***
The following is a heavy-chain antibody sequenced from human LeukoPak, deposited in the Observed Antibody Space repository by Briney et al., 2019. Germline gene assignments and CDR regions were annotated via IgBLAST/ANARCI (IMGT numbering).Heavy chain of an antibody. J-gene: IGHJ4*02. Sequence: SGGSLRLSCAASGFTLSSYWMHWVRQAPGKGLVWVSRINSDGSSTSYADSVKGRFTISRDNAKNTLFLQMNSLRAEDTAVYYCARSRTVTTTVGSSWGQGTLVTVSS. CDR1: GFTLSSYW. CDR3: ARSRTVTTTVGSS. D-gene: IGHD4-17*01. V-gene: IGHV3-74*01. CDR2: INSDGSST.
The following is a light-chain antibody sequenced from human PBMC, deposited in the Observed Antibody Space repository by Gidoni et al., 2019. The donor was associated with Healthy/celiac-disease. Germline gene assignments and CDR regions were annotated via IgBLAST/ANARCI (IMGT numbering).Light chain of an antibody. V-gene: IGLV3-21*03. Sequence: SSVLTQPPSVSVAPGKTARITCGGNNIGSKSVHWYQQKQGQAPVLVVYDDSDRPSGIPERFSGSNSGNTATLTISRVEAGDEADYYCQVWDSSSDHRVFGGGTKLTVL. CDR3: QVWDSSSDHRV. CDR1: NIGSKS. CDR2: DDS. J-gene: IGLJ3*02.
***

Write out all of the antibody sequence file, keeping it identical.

The following is a heavy-chain antibody sequenced from human LeukoPak, deposited in the Observed Antibody Space repository by Briney et al., 2019. Germline gene assignments and CDR regions were annotated via IgBLAST/ANARCI (IMGT numbering).Heavy chain of an antibody. J-gene: IGHJ4*02. Sequence: SGGSLRLSCAASGFTLSSYWMHWVRQAPGKGLVWVSRINSDGSSTSYADSVKGRFTISRDNAKNTLFLQMNSLRAEDTAVYYCARSRTVTTTVGSSWGQGTLVTVSS. CDR1: GFTLSSYW. CDR3: ARSRTVTTTVGSS. D-gene: IGHD4-17*01. V-gene: IGHV3-74*01. CDR2: INSDGSST.
The following is a light-chain antibody sequenced from human PBMC, deposited in the Observed Antibody Space repository by Gidoni et al., 2019. The donor was associated with Healthy/celiac-disease. Germline gene assignments and CDR regions were annotated via IgBLAST/ANARCI (IMGT numbering).Light chain of an antibody. V-gene: IGLV3-21*03. Sequence: SSVLTQPPSVSVAPGKTARITCGGNNIGSKSVHWYQQKQGQAPVLVVYDDSDRPSGIPERFSGSNSGNTATLTISRVEAGDEADYYCQVWDSSSDHRVFGGGTKLTVL. CDR3: QVWDSSSDHRV. CDR1: NIGSKS. CDR2: DDS. J-gene: IGLJ3*02.